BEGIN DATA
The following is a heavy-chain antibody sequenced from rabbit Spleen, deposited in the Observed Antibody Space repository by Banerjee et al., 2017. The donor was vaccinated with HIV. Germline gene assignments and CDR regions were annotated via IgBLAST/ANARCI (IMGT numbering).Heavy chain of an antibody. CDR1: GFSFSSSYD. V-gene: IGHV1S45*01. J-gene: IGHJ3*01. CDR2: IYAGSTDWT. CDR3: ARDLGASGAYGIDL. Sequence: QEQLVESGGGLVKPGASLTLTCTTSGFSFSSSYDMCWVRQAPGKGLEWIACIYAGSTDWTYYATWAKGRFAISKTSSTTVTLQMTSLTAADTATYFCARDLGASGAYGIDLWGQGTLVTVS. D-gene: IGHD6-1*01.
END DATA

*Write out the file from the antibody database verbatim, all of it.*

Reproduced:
The following is a heavy-chain antibody sequenced from rabbit Spleen, deposited in the Observed Antibody Space repository by Banerjee et al., 2017. The donor was vaccinated with HIV. Germline gene assignments and CDR regions were annotated via IgBLAST/ANARCI (IMGT numbering).Heavy chain of an antibody. CDR1: GFSFSSSYD. V-gene: IGHV1S45*01. J-gene: IGHJ3*01. CDR2: IYAGSTDWT. CDR3: ARDLGASGAYGIDL. Sequence: QEQLVESGGGLVKPGASLTLTCTTSGFSFSSSYDMCWVRQAPGKGLEWIACIYAGSTDWTYYATWAKGRFAISKTSSTTVTLQMTSLTAADTATYFCARDLGASGAYGIDLWGQGTLVTVS. D-gene: IGHD6-1*01.